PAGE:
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BEIRUT (AP) — Islamic State militiamen backed by tanks defiantly advanced Thursday in Syria, capturing more than 20 Kurdish villages as the international community strains to assemble a coalition that might destroy them.
The gains highlighted the plight of Syria's Kurds, who have been some of the most successful against the Islamic extremists. But unlike U.S.-backed Iraqi Kurds, they seem largely on their own in a devastated country where the enemy's enemy is not necessarily a friend.
The main Kurdish force in Syria, known as the People's Protection Units or YPK, is viewed with suspicion by mainstream Syrian rebels and their Western supporters because of perceived links to President Bashar Assad's government.
NATO member Turkey is also wary of the group, which it believes is affiliated with the Kurdish PKK movement that waged a long and bloody insurgency in southeast Turkey.
"This is a complicating factor in the equation," said Fawaz Gerges, a Middle East expert at the London School of Economics.
The U.S. and its allies think the Kurdish alliance is fighting alongside the Assad government, he said. And the Americans don't want to upset Turkey.
So while the U.S. and its allies accelerate weapons deliveries to Iraqi Kurds, Syrian Kurds complain they have been largely dismissed and ignored as a fighting force.
"We are ready to join any coalition to face Daesh," said Nawaf Khalil, a spokesman for Syria's powerful Kurdish Democratic Union Party, or PYD, which dominates the Kurdish fighters. He used an Arabic name to refer to the Islamic State group.
The YPK has been fighting the group since July 2013. Over the past year, it has cleared many Kurdish areas of jihadi fighters.
But since June, when Islamic State fighters captured weapons and vehicles from Iraqi army bases and brought them into Syria, the militants have retaken some Kurdish areas, mostly in the northern region of Kobani, also known as Ayn Arab.
Over the span of two days, they took 21 villages in the area, activists said Thursday.
Beyond building the coalition, Washington is also making plans to train up to 5,000 Syrian rebels. Kurdish officials in Syria say the YPK should be the group to spearhead the mission against jihadis. The group denies any links to Assad's government or the PKK, which is considered a terrorist organization by the United States.
"There are double standards. They are looking for allies who serve them. They are not looking for real allies," said Nasser Haj Mansour, an official at the defense office in Syria's Kurdish region about the planned U.S.-led coalition.
The U.S. has been conducting airstrikes against Islamic State fighters in Iraq since August, when the militants tried to push toward the northern city of Irbil in Iraq's largely autonomous Kurdish region. President Barack Obama last week authorized strikes against the group in Syria as well, and the U.S. is already flying reconnaissance missions over Syria.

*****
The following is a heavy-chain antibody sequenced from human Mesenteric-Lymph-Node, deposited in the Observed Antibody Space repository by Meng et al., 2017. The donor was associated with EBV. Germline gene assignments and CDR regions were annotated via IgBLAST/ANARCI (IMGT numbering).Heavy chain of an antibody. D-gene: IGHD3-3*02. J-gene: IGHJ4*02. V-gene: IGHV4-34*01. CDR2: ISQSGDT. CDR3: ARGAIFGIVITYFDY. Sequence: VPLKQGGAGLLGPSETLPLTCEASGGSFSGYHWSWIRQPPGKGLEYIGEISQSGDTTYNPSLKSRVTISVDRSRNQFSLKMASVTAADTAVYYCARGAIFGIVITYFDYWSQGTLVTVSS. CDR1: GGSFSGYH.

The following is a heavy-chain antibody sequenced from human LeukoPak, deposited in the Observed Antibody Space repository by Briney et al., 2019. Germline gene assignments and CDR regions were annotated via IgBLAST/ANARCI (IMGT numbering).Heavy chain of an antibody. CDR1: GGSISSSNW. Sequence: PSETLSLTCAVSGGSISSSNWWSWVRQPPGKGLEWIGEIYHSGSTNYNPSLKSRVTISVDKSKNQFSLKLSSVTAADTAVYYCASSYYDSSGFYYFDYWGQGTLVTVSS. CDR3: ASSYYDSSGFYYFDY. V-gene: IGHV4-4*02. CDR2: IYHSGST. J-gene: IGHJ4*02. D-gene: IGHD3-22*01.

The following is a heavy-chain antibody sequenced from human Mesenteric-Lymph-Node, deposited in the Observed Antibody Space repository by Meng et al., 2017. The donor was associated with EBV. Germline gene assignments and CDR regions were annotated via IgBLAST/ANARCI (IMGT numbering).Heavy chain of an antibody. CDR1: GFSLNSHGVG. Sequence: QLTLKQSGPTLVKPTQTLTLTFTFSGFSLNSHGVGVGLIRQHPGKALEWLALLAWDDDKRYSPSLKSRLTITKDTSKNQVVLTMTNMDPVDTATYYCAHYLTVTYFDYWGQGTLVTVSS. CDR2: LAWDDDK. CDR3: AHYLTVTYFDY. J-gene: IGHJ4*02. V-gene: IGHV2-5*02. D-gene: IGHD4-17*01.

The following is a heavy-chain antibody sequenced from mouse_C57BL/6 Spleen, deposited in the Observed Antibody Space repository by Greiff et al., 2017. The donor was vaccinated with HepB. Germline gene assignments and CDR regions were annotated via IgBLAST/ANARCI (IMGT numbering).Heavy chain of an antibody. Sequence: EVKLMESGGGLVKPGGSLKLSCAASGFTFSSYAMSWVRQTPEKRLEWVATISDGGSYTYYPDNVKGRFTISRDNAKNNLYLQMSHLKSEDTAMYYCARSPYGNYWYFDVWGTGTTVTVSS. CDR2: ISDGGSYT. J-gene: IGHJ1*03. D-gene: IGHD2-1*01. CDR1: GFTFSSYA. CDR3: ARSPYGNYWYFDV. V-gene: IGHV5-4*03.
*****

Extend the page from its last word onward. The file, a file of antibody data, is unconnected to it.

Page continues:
On Thursday, the U.S. Senate approved a plan for the military to train and equip Syrian rebels, clearing the measure for the president's signature.
The U.S. and other Western countries have sent weapons to Iraqi Kurds, who have strong relations with Washington.
Marking a possible shift, U.S. Army Gen. Martin Dempsey, chairman of the Joint Chiefs of Staff, told The Associated Press on Thursday that arming the Syrian Kurds was under consideration.
"We haven't reached out to the Syrian Kurdish forces yet. But I do think that as we look at how to squeeze ISIL from all directions, they will certainly be considered," Dempsey, the top American military official, said in an interview in Paris.
He acknowledged the Syrian Kurds' military capability.
"The question is whether they should be part of a coalition," he said, citing the concerns related to Turkey.
Earlier this week, YPK fighters captured 14 villages from the militants around the jihadi group's stronghold of Tel Hamis in northeastern Syria near the border with Iraq.
The jihadis retaliated by attacking the predominantly Kurdish region of Kobani near the Turkish border on Wednesday. They used tanks and artillery to capture the 21 villages and force some 3,000 people to flee toward the Turkish border. The area would link the Islamic State group's strongholds in Aleppo with those in Raqqa and all the way to Iraq.
Last month, the YPK crossed the border into Iraq and opened a safe passage for members of the ancient Kurdish-speaking Yazidi minority who were attacked by Islamic State fighters.
Obama's new plan to train rebel forces in Saudi Arabia to be used in conjunction with potential U.S. airstrikes in Syria appears to have angered the Kurds.
"There are tens of thousands of experienced fighters who are well trained and have a long history in guerrilla warfare and have achieved victories," Khalil said, referring to earlier advances by the YPK against Muslim militants. He said the U.S. has refused to give a visa to PYD leader Saleh Muslim to meet with U.S. officials.
If the international coalition does not fight the Islamic State group in Syria, "they will have to fight it in the streets of Britain, or the streets of Turkey or the streets of America," Haj Mansour said, referring to possible future attacks by the group outside the Middle East.
Associated Press Writer Robert Burns contributed to this report from Paris.
Follow Bassem Mroue on Twitter at https://twitter.com/bmroue .
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